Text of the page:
The Home Instead Blog

At Home Instead we are passionate about caring for seniors and those with disabilities. Furthering our mission, Paul, one of our owners, made this blog to help educate, connect, and assist people involved in the senior care industry as well as to help those looking for care.

Please feel free to reach out to our office for questions, to inquire about service, or to chat about senior care!

img 4715

ADL's vs IADL's

As we advance in age, key life tasks that we used to do with ease can become more challenging.  In some cases, we cannot do them anymore by ourselves without some form of assistance.  The amount of assistance needed varies by each person.  Physical limitations and cognitive limitations can hold us back from living our best life.

We breakout key life tasks into 2 major categories.  They are Activities of Daily Living (ADL’s) and Instrumental Activities of Daily Living (IADL’s).

What are ADL’s?

Activities of Daily Living.  These are things such as bathing, dressing, toileting, and grooming.

What are IADL’s?

Instrumental Activities of Daily Living.  These are things such as shopping, accounting, food preparation, and transportation.  They are a more complex sets of skills we need in order to live independently. 

What are the 8 ADL’s

  • Eating
  • Bathing or showering
  • Grooming
  • Walking
  • Dressing
  • Undressing
  • Transfers
  • Toileting

What are the 5 IADL’s

  • Shopping
  • Housekeeping (or housework)
  • Accounting (or managing money)
  • Food preparation
  • Telephone/Transportation

What are the differences between ADL’s and IADL’s?

Both ADL’s and IADL’s refer to key life tasks that need to be accomplished daily. ADL’s, or activities of daily living, are more basic tasks that are essential to independent living. IADL’s, or instrumental activities of daily living, are more complex tasks that are still a necessary part of everyday life.  They require more thought and more complex decision making then an ADL.


At Home Instead, our Care Professionals have been extensively trained in the classroom and out in the field to help our clients with ADL’s and IADL’s so that we can enhance their lives and the lives of their families.  Home Instead Care Professionals are passionate, dedicated, and well prepared to meet the needs of our clients.

If you’d like to learn more, please call our LaPorte office at 219-326-1082 or our Plymouth office at 574-206-4341 to speak to one of our team members.

Hydration and Seniors and Why It’s So Important

Hydration is a very important aspect in the care of our seniors.  Severe dehydration can result in accidents and injuries that may result in going to the hospital and/or a skilled nursing facility.  I speak of this specific thing from experience with my own Dad who became severely dehydrated while still living alone.  He became weak and passed out on the kitchen floor.  He sustained injuries that resulted in going to the hospital and then rehabilitation in a skilled nursing facility.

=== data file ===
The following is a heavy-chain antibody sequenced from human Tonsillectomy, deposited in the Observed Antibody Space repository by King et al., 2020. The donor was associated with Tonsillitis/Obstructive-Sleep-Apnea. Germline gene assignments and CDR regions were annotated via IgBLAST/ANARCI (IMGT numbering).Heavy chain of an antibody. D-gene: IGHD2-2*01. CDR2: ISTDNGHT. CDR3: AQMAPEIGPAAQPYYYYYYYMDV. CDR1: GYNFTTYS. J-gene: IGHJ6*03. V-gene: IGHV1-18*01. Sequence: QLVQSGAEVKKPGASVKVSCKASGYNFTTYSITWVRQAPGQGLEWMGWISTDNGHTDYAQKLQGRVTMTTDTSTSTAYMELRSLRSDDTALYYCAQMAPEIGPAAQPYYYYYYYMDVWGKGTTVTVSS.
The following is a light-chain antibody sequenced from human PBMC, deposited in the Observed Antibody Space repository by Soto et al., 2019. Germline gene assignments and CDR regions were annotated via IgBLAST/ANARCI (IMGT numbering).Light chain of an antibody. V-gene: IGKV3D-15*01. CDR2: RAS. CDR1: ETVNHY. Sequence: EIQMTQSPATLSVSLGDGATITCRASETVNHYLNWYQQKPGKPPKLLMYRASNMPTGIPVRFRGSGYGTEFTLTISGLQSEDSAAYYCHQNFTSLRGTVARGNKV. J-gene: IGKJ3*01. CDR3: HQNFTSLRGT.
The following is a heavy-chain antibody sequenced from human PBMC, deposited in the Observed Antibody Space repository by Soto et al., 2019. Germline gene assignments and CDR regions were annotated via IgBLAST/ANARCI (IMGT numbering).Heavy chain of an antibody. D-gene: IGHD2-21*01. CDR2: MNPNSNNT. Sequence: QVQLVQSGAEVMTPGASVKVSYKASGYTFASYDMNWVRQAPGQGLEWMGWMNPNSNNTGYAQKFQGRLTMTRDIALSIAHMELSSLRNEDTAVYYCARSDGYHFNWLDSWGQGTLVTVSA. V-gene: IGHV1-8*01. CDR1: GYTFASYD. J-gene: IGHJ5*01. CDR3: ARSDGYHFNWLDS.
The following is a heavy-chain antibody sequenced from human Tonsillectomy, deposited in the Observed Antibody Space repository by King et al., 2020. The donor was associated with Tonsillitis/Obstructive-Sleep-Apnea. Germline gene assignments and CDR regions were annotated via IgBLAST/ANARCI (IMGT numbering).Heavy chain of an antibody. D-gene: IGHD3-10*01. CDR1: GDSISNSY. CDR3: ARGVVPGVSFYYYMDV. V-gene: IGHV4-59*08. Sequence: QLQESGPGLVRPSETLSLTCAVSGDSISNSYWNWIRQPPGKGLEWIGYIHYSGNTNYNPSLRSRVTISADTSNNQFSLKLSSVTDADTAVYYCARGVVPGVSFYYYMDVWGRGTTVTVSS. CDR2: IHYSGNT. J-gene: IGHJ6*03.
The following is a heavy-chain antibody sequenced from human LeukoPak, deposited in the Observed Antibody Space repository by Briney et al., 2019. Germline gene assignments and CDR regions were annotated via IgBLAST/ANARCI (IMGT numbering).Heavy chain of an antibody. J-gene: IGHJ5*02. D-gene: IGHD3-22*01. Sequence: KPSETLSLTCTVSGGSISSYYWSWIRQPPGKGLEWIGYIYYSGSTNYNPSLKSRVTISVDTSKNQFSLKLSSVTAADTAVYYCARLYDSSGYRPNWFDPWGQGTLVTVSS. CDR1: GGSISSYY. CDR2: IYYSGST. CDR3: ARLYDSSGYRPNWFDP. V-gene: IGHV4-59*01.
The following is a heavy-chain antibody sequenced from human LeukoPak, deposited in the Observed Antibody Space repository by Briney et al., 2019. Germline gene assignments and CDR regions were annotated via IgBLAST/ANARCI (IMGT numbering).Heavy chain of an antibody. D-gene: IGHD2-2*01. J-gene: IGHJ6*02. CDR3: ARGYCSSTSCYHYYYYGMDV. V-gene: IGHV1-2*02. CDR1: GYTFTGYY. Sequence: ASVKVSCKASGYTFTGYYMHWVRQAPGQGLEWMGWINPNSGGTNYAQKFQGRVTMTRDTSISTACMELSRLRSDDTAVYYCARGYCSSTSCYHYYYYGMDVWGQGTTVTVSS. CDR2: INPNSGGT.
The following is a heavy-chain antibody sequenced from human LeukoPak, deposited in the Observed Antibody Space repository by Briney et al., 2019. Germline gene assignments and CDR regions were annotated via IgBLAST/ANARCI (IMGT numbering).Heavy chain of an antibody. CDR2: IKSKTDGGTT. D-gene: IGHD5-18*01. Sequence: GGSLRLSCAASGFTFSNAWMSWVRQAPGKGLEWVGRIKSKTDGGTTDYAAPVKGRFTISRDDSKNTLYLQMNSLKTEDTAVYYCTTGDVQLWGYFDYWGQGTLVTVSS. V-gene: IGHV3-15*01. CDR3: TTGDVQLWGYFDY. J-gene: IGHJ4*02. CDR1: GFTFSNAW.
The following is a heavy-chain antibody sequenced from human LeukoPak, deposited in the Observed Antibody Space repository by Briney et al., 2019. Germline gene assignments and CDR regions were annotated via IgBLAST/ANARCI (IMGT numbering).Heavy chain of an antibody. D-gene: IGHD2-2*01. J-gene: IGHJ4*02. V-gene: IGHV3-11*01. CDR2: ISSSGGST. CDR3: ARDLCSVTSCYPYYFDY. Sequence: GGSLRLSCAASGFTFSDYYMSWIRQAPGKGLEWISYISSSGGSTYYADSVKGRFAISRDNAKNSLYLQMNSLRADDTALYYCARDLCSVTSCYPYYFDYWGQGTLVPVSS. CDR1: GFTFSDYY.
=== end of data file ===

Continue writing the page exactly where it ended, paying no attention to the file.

Dehydration is a common and serious condition in older adults.  Severe dehydration can lead to confusion, weakness, urinary tract infections, pneumonia, bedsores in bedridden patients, and other serious conditions. Drinking enough fluids helps the body digest food, eliminate waste, regulate temperature through sweating, and maintain blood pressure.

So what is dehydration?

According to the Mayo Clinic, dehydration occurs when you use or lose more fluid than you take in, and your body doesn't have enough water and other fluids to carry out its normal functions. If you don't replace lost fluids, you will get dehydrated.

Anyone may become dehydrated, but the condition is especially dangerous for older adults.

Older adults naturally have a lower volume of water in their bodies and may have conditions or take medications that increase the risk of dehydration.

This means that even minor illnesses, such as infections affecting the lungs or bladder, can result in dehydration in older adults.

Dehydration also can occur in any age group if you don't drink enough water during hot weather — especially if you are exerting a lot of energy during physical activity.

You can usually reverse mild to moderate dehydration by drinking more fluids, but severe dehydration needs immediate medical treatment.

What signs to look for in identifying dehydration?

  • Dark yellow and strong-smelling pee.
  • Feeling dizzy or lightheaded.
  • Feeling tired.
  • A dry mouth, lips and eyes.
  • Passing urine less often than usual

Here are the top signs of dehydration in seniors:

  • Muscle weakness
  • Lethargy
  • Dry mouth
  • Headaches or dizziness
  • An inability to sweat
  • Low blood pressure
  • Rapid heart rate
  • Fatigue

Can dehydration cause a stroke?

Dehydration causes your blood to thicken, making flow to the brain difficult. When your blood tries to get through blocked blood vessels, a stroke can occur. Studies show that those who are well hydrated when they suffer a stroke have a greater chance of a better outcome.

How to stay properly hydrated

Hydration can come in many forms.  The most obvious is drinking water.  The recommended daily intake of water for seniors varies, but six to seven, 8oz. glasses seems to be the most common recommendation.  However, if you’re loved one likes other things to drink, they can receive hydration through drinking milk, smoothies, green tea, or juice for example.

If your loved one has trouble drinking fluids, try including water-rich foods with every meal. These include cucumbers, watermelon, lettuce, strawberries, tomatoes and celery. Soups, broths and stews are also a good way to boost your fluid intake, especially in the colder weather.

And if you see signs of dehydration discuss this with your loved one as well as their doctor.  Remember, severe dehydration requires medical attention.